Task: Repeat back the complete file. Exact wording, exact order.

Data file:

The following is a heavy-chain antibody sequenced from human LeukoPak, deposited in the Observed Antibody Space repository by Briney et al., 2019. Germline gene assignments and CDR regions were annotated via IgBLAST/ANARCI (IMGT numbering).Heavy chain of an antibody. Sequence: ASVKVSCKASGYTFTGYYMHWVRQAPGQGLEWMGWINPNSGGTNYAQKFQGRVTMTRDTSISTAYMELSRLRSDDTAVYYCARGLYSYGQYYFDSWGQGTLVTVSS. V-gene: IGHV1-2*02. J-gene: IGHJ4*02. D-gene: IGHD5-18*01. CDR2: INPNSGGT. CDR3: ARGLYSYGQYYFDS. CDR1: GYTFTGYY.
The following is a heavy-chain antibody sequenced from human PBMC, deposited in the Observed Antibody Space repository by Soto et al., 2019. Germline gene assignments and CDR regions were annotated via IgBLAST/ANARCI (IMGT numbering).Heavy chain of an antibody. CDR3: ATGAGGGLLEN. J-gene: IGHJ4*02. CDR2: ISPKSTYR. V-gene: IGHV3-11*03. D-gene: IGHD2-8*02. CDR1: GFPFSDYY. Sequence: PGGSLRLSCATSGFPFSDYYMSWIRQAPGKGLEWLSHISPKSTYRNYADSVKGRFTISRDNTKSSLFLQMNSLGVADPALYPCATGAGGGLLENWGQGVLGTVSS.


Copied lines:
The following is a heavy-chain antibody sequenced from human LeukoPak, deposited in the Observed Antibody Space repository by Briney et al., 2019. Germline gene assignments and CDR regions were annotated via IgBLAST/ANARCI (IMGT numbering).Heavy chain of an antibody. Sequence: ASVKVSCKASGYTFTGYYMHWVRQAPGQGLEWMGWINPNSGGTNYAQKFQGRVTMTRDTSISTAYMELSRLRSDDTAVYYCARGLYSYGQYYFDSWGQGTLVTVSS. V-gene: IGHV1-2*02. J-gene: IGHJ4*02. D-gene: IGHD5-18*01. CDR2: INPNSGGT. CDR3: ARGLYSYGQYYFDS. CDR1: GYTFTGYY.
The following is a heavy-chain antibody sequenced from human PBMC, deposited in the Observed Antibody Space repository by Soto et al., 2019. Germline gene assignments and CDR regions were annotated via IgBLAST/ANARCI (IMGT numbering).Heavy chain of an antibody. CDR3: ATGAGGGLLEN. J-gene: IGHJ4*02. CDR2: ISPKSTYR. V-gene: IGHV3-11*03. D-gene: IGHD2-8*02. CDR1: GFPFSDYY. Sequence: PGGSLRLSCATSGFPFSDYYMSWIRQAPGKGLEWLSHISPKSTYRNYADSVKGRFTISRDNTKSSLFLQMNSLGVADPALYPCATGAGGGLLENWGQGVLGTVSS.